Economic trends for Norway and abroad
Economic boom in sight
The Norwegian economy has been in a moderate upturn for about a year and a half. The upturn is being further driven by increased investments in the petroleum industry and weak positive international impetus.
Upturn in the international economy set to continue
The upturn in the international economy is set to continue, but at a somewhat more moderate pace than at the start of 2018. However, the weaker international demand in the first half of this year is thought to be temporary. In the medium term, we expect, as before, economic growth to gradually decline, mainly as a result of a gradual tightening of the monetary policy, high debt and an underlying weak productivity performance.
Petroleum investments increasing
Since 2016, the fall in petroleum investments has gradually levelled off and higher investments are expected, according to the operators on the Norwegian continental shelf. The main contributor to this growth in investment is the development of Johan Sverdrup Phase 2. Lower investment costs and expectations of high oil prices mean more profitable petroleum investments. New developments are now in the planning stages, but in many cases no dates have been set. We believe investment in the petroleum industry will see a marked increase in the next few years, making it one of the key drivers behind the moderate economic upturn. However, the fall in investments in the petroleum industry in recent years means that the investment peak we expect in 2020 will be around 17 per cent lower than the record level in 2013.
Modest impetus from fiscal policy
In the period 2014–2017, public consumption and investments grew on average by around 2.5 per cent on an annualised basis, leading to marked growth in public demand. The budget impetus, measured as the change in the structural non-oil public deficit as a share of trend GDP, amounted to 1.6 percentage points over this period. We expect markedly lower growth in public consumption and investments going forward. Nevertheless, we estimate a more or less neutral fiscal policy in the years ahead, as the ageing population combined with real wage growth push up expenditure for state pensions and other welfare benefits. According to our calculations, the budget impetus will remain almost unchanged throughout the projection period, and the petroleum revenue spending will be within the scope of the fiscal rule.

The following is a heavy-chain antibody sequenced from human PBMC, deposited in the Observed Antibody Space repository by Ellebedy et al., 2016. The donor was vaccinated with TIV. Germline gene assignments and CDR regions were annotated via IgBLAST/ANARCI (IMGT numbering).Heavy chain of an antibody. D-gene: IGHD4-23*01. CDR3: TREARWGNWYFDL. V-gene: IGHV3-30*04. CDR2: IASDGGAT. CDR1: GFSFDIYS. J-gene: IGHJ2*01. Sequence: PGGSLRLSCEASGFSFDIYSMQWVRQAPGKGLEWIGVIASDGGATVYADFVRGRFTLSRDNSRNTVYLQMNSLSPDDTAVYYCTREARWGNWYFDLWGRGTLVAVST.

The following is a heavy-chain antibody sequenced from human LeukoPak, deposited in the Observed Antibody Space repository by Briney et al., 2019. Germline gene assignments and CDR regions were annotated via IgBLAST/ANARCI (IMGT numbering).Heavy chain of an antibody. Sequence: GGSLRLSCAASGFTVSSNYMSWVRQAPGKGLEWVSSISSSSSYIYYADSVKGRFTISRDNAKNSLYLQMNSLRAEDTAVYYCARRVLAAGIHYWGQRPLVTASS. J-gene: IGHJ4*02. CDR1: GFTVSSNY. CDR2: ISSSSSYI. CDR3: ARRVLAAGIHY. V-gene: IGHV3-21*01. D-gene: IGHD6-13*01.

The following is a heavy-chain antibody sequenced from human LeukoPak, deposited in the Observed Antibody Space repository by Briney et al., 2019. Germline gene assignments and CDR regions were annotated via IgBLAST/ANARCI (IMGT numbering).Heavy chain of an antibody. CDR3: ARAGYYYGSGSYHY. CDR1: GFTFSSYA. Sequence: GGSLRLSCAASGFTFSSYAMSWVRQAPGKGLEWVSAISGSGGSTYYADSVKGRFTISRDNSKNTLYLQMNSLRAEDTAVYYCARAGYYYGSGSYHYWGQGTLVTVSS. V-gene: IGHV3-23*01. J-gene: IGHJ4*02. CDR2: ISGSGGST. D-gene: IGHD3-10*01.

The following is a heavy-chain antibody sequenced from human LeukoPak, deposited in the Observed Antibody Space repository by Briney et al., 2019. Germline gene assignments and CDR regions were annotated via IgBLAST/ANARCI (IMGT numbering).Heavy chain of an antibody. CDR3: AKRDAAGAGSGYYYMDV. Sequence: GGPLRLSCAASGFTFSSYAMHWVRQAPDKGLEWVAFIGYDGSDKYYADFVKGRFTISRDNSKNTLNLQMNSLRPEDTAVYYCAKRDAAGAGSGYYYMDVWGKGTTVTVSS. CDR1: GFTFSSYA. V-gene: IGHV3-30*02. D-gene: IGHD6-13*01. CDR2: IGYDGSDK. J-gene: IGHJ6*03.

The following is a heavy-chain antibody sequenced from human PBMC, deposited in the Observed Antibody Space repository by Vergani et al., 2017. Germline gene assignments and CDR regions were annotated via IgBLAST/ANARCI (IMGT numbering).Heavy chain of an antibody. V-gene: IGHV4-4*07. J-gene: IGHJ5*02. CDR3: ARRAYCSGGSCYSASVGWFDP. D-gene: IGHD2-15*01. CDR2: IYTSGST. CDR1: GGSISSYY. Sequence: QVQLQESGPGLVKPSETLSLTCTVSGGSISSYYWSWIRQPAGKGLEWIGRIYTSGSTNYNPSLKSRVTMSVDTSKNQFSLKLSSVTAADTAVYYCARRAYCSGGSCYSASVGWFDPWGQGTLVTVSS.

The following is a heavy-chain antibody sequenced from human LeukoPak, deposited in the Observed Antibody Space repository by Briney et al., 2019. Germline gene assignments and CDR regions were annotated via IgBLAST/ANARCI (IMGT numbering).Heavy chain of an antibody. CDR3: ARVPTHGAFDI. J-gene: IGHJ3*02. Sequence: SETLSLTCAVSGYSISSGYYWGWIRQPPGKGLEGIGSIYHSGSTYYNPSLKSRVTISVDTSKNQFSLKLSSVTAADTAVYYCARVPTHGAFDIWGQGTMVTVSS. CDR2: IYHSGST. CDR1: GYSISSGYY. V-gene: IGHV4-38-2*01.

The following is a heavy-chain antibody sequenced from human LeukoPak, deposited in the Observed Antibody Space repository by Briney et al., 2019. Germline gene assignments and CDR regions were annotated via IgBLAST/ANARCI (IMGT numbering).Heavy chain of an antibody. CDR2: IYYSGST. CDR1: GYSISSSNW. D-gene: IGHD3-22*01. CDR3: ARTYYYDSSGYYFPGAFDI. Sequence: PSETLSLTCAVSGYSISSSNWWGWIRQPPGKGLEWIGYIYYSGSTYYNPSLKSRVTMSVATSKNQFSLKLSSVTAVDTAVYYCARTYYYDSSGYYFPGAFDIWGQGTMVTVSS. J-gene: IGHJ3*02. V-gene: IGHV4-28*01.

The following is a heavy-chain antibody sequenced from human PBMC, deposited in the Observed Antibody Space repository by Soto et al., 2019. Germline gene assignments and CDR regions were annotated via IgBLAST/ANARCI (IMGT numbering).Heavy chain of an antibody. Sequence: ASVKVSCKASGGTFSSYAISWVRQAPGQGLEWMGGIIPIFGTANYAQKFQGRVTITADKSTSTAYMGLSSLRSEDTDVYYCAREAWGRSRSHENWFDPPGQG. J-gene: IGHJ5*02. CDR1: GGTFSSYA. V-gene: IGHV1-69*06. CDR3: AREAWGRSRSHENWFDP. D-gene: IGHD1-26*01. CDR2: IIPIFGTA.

A stronger krone in the years ahead
The depreciating krone from 2013 to the start of 2016 has given positive impetus to the real economy. Today’s weak krone and an oil price that is expected to remain at around USD 75 per barrel signify a stronger krone. A stronger krone will moderate the upturn in the economy by weakening the competitiveness of internationally exposed industries. We assume that one euro will cost around NOK 9 in 2021. This is around 60 øre less than the current level, but 90 øre higher than the historical average since the introduction of the euro in 1999.
Cautious rise in house prices
After several years of sharp rises in house prices, leading to a high level of house-building activity, house prices fell throughout most of last year. According to our calculations, both housing investment and house prices will grow at a moderate pace in the years ahead. The rise in house prices is driven by higher incomes, but is dampened by somewhat lower population growth and higher interest rates. Although house prices are likely to see a nominal increase, real house prices are expected to be at a lower level in 2021 compared with the peak in 2017.
Interest rate set to increase
The key policy interest rate has remained unchanged at a record low 0.5 per cent since March 2016, but the rate is likely to be increased at the monetary policy meeting in September. We have estimated six interest rate hikes of 0.25 percentage points by the end of 2021. According to our calculations, the lending rate for credit lines will be 3.8 per cent in 2021, which is a good one percentage point higher than the 2017 level.
Modest growth in business investment expected